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  • Jonathan Widran


Listening to the University of North Texas One O’Clock Lab Band’s latest album Lab 2018 is like opening a window into the global future of jazz and contemporary big band music. In his colorful liner notes, after noting that his vibrant, inventive student ensemble has just this past year performed 28 concerts in 12 cities with 11 different guest artists, Director Alan Blaylock writes, “On more than one occasion, I was told by fans and former One O’Clock members that this is the best One O’Clock Lab Band they’ve ever heard. One fan had been listening to the ensemble since the mid ‘60s."

I’m sure many of those groups were fantastic, but Lab 2018 is more than simply a rhythmically expansive, captivatingly arranged showcase for student talent – it’s truly one of the big band recording events of the year! Under Blaylock’s dynamics-rich direction, in addition to inspired originals by Blaylock and professor Rich DeRosa, we’re treated to fresh twists on classics by Billy Strayhorn (the graceful “A Flower is a Lovesome Thing,” with the pin drop exquisite vocals of Marion Powers), Hector Villa-Lobos (“Bachianas Brasileiras No. 5”) and John Coltrane’s sweetly whimsical “After The Rain.”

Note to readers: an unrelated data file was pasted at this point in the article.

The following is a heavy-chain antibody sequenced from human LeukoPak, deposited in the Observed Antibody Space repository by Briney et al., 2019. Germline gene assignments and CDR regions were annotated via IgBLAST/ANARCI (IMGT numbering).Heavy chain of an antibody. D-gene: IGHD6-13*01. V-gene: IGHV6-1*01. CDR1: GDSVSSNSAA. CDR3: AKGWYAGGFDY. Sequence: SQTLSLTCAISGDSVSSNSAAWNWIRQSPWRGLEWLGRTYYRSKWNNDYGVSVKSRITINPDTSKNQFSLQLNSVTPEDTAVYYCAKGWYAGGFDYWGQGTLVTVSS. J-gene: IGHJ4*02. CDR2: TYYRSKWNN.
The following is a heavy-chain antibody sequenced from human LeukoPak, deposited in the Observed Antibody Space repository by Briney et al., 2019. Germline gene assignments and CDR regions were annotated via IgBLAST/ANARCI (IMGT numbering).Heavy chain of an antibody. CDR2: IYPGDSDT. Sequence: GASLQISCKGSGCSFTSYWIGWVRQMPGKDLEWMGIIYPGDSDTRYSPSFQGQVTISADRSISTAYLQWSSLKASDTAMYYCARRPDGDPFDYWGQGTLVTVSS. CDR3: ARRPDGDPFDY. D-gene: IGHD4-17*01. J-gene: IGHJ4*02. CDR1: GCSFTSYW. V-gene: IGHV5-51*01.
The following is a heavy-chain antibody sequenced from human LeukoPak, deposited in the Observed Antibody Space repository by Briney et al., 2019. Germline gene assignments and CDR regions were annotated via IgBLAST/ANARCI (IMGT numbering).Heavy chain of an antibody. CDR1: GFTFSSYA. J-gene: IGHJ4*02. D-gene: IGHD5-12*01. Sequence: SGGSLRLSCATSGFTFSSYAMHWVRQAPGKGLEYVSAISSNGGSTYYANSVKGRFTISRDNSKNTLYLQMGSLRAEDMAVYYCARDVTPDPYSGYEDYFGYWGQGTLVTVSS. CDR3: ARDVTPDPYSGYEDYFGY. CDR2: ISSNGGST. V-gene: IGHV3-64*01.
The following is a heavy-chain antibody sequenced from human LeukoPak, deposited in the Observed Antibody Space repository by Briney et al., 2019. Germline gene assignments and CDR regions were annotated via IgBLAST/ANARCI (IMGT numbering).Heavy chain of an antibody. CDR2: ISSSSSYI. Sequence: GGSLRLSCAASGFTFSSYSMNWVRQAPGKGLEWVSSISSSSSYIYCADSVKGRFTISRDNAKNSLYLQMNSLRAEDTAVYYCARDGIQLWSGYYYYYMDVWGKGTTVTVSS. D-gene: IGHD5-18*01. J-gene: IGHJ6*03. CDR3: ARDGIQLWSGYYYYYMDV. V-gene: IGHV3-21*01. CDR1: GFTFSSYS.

The band, whose members hail from Doylestown, PA and Kenosha, WI to Tokyo, Cuba and Colombia, boasts a few standout soloists to keep our eyes on: flutist Brendon Wilkins, trombonist/arranger Brian Woodbury and tenor saxophonist Brandon Moore, who contribute three arrangements and composed the sassy, soulful and swinging originals “The Rhythm of the Road” and “Blues for Kazu.”

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